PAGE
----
Anti-Vanilla Site

Primary Educational Resource for Humanities, Foundations I Honors, Creative Drama, and Theater Workshop

All Classes Meltdown Manifesto 

                                Okay, so you're a little nervous about your essays.  I get it.  Stop freaking out.  I'm not correcting them for a grade...yet.  Or perhaps you're a Humanities student who is overwhelmed because you procrastinated.  Procrastination will cause you problems in college, so you need to learn to better manage your time.  Stop freaking out, you too.  My schedule is available outside the English office for conferences (which are always recommended).  Otherwise...

     Here is an action plan for when you feel confused, panicked, or just "feel stupid":

1.  E-mail me immediately at or use "Contact Me," but if you use "Contact Me," do not forget to include your name and an accurate e-mail address, so that I can get back to you immediately.   

2.  If I am somehow unavailable ( I got hit by a truck or run over by a senior from Humanities), e-mail a friend from class.   Maybe they were listening and taking notes when you checked out (just for a minute, of course) to daydream.  Perhaps they can shed some light on what you think is confusing.

3. Review your daily objectives and class notes in your passbook and notebook.  You may have written down directions that you have now forgotten because you're melting down.  

4.  Check the web site for any new postings under your class.  I promised you that I would never give you an assignment without providing a rubric and directions.  So if you don't have those, the assignment probably isn't due  yet.  Here is the link:

5.  Check the class calendar.  I keep it updated for all your vocab quizzes and reading/writing assignments.  Perhaps knowing that you are not backed up against a wall for a grade will help you relax and think more clearly.  This will not help if you've procrastinated.  Sometimes we need to learn through failure.  We'll do better next time, and there is ALWAYS a next time.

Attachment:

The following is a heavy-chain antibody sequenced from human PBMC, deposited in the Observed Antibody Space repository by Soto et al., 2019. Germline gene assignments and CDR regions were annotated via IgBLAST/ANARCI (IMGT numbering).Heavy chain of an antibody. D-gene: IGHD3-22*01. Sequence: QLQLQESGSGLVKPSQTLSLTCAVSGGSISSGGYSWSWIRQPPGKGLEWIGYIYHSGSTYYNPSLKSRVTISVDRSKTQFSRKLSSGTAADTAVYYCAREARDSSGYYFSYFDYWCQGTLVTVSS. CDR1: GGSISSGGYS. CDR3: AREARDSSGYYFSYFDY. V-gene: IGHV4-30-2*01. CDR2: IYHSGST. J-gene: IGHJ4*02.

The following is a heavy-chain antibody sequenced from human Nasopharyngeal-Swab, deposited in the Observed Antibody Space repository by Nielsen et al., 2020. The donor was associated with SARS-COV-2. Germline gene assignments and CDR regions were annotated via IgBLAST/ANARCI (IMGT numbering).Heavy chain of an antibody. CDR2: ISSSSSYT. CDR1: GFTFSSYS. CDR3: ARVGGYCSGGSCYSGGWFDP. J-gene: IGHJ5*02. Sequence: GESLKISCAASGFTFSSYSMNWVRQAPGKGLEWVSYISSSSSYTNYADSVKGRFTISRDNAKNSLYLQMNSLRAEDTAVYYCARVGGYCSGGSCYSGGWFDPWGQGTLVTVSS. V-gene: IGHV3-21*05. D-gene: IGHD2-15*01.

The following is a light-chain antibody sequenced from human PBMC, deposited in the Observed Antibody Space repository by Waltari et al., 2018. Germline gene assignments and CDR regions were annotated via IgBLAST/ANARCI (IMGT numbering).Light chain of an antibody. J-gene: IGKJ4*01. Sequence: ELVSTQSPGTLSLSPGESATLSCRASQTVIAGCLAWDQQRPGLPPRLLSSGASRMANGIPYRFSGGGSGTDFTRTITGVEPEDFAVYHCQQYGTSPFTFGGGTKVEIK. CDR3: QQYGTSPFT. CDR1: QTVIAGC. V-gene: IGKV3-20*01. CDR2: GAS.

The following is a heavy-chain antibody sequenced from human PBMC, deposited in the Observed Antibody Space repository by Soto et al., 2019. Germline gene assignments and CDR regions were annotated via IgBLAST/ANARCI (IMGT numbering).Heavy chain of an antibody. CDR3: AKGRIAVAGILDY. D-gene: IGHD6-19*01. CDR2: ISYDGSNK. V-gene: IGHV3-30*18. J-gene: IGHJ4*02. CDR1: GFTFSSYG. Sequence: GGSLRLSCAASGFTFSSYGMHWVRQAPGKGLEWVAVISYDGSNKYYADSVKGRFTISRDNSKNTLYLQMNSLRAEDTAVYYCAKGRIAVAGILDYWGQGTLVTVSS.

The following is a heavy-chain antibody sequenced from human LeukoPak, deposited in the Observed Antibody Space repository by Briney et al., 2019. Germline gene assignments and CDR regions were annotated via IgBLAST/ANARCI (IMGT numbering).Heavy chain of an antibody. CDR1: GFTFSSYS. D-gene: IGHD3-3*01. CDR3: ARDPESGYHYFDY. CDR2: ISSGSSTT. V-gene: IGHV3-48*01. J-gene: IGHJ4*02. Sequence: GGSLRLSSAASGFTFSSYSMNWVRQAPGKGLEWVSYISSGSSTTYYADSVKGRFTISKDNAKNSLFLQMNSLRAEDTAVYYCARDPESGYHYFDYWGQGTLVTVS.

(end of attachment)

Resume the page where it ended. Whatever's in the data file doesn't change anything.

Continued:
6.   Schedule a writing conference immediately.  There is nothing so helpful as working one-on-one with a teacher.  You will find out what you did well, what you need to improve, and what you would get as a grade if you choose not to improve.

7.   Breathe, calm down, and try to understand that melting down is just a feeling, not a reality. Ten to one we can "fix" your essay with a little work.  That is what is real.  

8.  The only way you can really fail in my class is not to try.  Since I know you all want to succeed (and your parents will probably kill you if you don't get a "good grade"), I will always give you a chance to improve.  Just tell the truth, ask for help, and be open to working, growing, and learning, and you will be fine.

9.  We learn most when we fail or make mistakes.  Try to allow yourselves the opportunity to write the WORST essay ever for a rough draft.  I won't grade it, and we can only improve from there.  Learning is about growth.  If you start "perfect," where is there to go?  And why are your parents paying me a salary?  

10.  If all else fails and you're still in meltdown mode, go watch a funny movie, play with your pet, or write a new blonde joke.  You'll feel better (and get a +2 on your next vocab quiz).  

11.  Try to remember that I want you to succeed in my class.  That means that if you are straight with me, I will be straight with you.  This also means don't copy another student's work. When you copy, you learn nothing.  And I can smell copying just as sure as you can smell vanilla cupcakes in my room.  Copying= cheating.  Cheating= 0 + a phone call home.